Stetzer on the declining American church

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There’s a shift underway:

The polls are in and the news is bad for the Church in America. Christianity is on the decline, Americans have given up on God, and the “Nones”—those who have no religious ties—are on the rise. It is indeed true that parts of the Christian Church in America are struggling, while a growing number of Americans are far from God.

Ed Stetzer

Some of the detail:

  • A growing number of Americans have given up on God—or at least on organized religion.
  • Pew’s 2007 Religious Landscape study, which surveyed 35,000 respondents, found that about 16% of Americans claimed no religious affiliation. By 2015, that number had grown to 23%, almost one in four Americans.
  • In 1967, Gallup found that about 2% of Americans—or 1 out of every 50—claimed no religious preference. By 2014, that number had grown to 16%, or about 1 in 7.
  • In 2007, Pew found that about 8 in 10 Americans identified as Christians. That number dropped to 7 in 10 in 2014. Pew also found that less than half of Americans (46.5%) now identify as Protestants for the first time in American history.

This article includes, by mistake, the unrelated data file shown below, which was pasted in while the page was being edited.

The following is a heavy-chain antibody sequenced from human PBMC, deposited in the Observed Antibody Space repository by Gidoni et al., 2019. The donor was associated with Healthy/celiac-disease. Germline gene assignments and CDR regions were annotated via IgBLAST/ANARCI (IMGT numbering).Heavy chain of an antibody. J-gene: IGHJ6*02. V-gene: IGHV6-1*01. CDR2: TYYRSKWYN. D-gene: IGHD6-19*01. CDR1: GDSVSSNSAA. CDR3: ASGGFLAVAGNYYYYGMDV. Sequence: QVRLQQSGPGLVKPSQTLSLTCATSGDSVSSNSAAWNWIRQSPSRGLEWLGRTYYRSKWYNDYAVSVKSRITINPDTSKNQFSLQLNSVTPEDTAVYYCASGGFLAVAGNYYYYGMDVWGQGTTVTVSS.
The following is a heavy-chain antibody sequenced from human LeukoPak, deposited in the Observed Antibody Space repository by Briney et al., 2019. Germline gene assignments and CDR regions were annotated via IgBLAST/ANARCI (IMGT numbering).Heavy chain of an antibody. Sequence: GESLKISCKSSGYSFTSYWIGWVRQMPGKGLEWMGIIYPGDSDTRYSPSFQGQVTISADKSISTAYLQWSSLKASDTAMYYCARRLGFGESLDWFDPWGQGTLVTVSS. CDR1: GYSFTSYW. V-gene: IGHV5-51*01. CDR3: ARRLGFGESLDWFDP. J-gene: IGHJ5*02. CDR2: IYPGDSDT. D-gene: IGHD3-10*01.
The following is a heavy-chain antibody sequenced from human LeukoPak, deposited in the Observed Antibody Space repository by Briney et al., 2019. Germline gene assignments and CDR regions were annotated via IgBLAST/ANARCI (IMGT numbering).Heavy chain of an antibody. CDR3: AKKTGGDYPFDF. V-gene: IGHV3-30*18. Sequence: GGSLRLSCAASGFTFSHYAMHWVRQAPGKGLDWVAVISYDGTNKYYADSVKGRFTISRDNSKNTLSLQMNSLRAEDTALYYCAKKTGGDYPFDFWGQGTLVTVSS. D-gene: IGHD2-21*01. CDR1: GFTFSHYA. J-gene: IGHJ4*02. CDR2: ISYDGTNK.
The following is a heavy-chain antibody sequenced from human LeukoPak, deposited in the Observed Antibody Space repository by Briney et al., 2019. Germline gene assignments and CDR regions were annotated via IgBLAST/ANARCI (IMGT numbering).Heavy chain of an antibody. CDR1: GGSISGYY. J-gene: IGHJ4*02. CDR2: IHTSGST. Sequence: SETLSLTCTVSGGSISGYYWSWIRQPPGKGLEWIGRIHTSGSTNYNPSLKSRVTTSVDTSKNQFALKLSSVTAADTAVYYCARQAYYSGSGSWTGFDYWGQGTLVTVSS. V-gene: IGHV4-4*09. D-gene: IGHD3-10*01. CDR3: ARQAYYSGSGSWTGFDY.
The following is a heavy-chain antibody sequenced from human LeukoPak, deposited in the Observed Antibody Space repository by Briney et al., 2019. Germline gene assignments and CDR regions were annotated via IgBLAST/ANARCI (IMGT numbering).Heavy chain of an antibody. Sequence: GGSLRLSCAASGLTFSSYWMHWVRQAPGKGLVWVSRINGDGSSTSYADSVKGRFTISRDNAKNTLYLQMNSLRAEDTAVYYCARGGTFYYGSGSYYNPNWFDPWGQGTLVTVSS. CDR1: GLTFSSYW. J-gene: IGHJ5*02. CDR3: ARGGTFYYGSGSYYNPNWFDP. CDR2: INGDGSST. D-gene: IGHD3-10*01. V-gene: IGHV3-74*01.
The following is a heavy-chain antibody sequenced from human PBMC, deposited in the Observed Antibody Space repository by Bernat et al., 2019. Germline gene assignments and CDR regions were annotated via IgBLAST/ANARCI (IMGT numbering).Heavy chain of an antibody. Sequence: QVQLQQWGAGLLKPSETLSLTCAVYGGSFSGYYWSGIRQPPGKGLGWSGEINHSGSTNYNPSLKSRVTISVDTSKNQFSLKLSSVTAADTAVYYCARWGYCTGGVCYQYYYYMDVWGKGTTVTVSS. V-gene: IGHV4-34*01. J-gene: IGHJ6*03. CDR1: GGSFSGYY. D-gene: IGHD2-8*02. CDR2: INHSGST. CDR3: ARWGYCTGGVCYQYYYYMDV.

• The Pew data demonstrates a consistent and noteworthy increase among Americans who are disconnected from faith.
  • These studies show that American religion is in a period of slow decline.
  • Pew’s findings have led some to forecast the complete collapse of Christianity in the United States. The data, however, implies a more complex reality. Frankly, there is no credible research showing that Christianity is dying in America despite the flashy headlines we often see.
  • Instead, American religion is simultaneously growing and in decline. Fewer people claim to be Christians, but churchgoers—those who regularly attend services—are holding steady in some segments, and thriving in others.

Read on…

Regardless of the figures, keep in mind that if you wander out for an hour with a friend, praying for needs and sharing the gospel, you just might find a God-prepared person.